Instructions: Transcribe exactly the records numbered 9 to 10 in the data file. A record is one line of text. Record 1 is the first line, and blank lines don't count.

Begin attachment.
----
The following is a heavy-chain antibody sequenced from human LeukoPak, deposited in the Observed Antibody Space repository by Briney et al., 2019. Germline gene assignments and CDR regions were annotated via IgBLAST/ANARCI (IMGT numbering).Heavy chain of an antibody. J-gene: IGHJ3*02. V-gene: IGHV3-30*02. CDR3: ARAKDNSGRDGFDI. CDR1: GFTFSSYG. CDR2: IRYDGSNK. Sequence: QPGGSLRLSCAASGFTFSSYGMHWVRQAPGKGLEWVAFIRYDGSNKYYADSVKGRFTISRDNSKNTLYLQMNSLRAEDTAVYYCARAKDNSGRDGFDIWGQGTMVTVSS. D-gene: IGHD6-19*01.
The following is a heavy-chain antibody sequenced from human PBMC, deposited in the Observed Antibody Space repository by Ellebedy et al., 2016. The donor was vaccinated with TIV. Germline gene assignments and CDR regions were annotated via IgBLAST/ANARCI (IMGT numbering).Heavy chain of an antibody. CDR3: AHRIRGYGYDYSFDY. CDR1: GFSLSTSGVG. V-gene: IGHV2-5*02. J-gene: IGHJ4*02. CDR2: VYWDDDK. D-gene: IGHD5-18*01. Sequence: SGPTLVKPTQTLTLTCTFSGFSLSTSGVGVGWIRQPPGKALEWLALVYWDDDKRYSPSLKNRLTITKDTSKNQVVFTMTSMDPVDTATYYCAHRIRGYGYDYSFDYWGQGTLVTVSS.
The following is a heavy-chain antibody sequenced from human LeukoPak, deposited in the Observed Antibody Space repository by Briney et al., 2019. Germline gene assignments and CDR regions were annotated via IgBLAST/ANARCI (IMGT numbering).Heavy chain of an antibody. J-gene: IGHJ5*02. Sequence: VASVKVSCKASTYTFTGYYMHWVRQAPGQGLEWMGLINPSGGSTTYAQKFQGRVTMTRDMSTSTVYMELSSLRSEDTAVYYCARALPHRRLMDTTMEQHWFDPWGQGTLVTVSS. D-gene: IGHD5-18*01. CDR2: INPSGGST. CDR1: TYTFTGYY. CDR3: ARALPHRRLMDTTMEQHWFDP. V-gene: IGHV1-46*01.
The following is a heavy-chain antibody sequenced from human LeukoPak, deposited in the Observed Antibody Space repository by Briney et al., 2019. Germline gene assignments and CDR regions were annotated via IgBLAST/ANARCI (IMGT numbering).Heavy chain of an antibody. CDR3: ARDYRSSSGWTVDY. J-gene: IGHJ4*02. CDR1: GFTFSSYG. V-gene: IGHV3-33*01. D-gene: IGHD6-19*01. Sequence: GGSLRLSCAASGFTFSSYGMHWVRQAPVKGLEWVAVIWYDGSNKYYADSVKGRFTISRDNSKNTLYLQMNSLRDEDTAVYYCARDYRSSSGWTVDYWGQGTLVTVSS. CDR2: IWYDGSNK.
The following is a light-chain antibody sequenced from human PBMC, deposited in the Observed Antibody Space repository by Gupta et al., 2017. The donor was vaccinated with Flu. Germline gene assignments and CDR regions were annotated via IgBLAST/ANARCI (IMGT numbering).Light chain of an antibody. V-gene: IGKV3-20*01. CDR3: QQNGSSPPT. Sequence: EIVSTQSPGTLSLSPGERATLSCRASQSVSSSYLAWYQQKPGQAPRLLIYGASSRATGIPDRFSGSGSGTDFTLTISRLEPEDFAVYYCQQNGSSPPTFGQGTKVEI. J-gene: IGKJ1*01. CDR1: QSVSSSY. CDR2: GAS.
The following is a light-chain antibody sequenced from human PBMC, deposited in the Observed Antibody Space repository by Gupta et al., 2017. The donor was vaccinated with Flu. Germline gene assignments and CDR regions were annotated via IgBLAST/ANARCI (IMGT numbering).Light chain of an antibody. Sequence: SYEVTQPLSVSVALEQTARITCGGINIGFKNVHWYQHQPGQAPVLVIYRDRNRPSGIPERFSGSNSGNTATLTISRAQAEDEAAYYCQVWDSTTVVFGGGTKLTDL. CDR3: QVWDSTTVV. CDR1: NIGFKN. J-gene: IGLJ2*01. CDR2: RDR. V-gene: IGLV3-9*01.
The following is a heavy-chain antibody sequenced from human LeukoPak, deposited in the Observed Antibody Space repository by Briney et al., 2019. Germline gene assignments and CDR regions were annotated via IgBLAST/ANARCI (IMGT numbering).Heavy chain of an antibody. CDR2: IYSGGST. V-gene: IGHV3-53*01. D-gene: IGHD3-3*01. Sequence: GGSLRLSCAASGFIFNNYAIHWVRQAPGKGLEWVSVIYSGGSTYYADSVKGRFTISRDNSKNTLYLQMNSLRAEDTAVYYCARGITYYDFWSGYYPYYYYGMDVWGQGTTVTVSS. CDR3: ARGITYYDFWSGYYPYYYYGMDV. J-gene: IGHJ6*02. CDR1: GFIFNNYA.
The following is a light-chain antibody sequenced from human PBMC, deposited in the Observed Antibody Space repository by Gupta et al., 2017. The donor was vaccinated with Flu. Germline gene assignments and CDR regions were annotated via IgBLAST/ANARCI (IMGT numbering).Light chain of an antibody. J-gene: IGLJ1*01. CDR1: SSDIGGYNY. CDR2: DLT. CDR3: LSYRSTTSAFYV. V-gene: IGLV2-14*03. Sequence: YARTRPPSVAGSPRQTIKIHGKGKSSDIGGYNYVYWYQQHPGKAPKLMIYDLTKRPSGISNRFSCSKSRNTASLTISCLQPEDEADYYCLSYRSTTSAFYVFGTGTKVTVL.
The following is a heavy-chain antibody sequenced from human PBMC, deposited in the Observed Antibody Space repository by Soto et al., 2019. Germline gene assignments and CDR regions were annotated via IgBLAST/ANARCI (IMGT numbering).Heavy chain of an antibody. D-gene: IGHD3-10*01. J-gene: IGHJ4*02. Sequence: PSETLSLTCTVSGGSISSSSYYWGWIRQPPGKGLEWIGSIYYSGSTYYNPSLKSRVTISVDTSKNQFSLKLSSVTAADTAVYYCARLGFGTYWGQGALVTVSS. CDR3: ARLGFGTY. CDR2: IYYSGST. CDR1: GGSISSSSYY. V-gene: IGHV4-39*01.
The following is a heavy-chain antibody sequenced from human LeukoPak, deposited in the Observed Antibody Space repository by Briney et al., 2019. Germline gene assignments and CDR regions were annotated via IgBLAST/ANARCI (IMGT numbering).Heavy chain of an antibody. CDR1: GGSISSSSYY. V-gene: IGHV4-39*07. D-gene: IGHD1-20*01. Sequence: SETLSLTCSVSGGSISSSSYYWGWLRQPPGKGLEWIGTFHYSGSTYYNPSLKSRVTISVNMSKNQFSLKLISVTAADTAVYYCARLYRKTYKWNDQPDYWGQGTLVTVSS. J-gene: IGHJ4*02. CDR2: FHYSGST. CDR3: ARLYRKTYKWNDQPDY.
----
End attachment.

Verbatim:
The following is a heavy-chain antibody sequenced from human PBMC, deposited in the Observed Antibody Space repository by Soto et al., 2019. Germline gene assignments and CDR regions were annotated via IgBLAST/ANARCI (IMGT numbering).Heavy chain of an antibody. D-gene: IGHD3-10*01. J-gene: IGHJ4*02. Sequence: PSETLSLTCTVSGGSISSSSYYWGWIRQPPGKGLEWIGSIYYSGSTYYNPSLKSRVTISVDTSKNQFSLKLSSVTAADTAVYYCARLGFGTYWGQGALVTVSS. CDR3: ARLGFGTY. CDR2: IYYSGST. CDR1: GGSISSSSYY. V-gene: IGHV4-39*01.
The following is a heavy-chain antibody sequenced from human LeukoPak, deposited in the Observed Antibody Space repository by Briney et al., 2019. Germline gene assignments and CDR regions were annotated via IgBLAST/ANARCI (IMGT numbering).Heavy chain of an antibody. CDR1: GGSISSSSYY. V-gene: IGHV4-39*07. D-gene: IGHD1-20*01. Sequence: SETLSLTCSVSGGSISSSSYYWGWLRQPPGKGLEWIGTFHYSGSTYYNPSLKSRVTISVNMSKNQFSLKLISVTAADTAVYYCARLYRKTYKWNDQPDYWGQGTLVTVSS. J-gene: IGHJ4*02. CDR2: FHYSGST. CDR3: ARLYRKTYKWNDQPDY.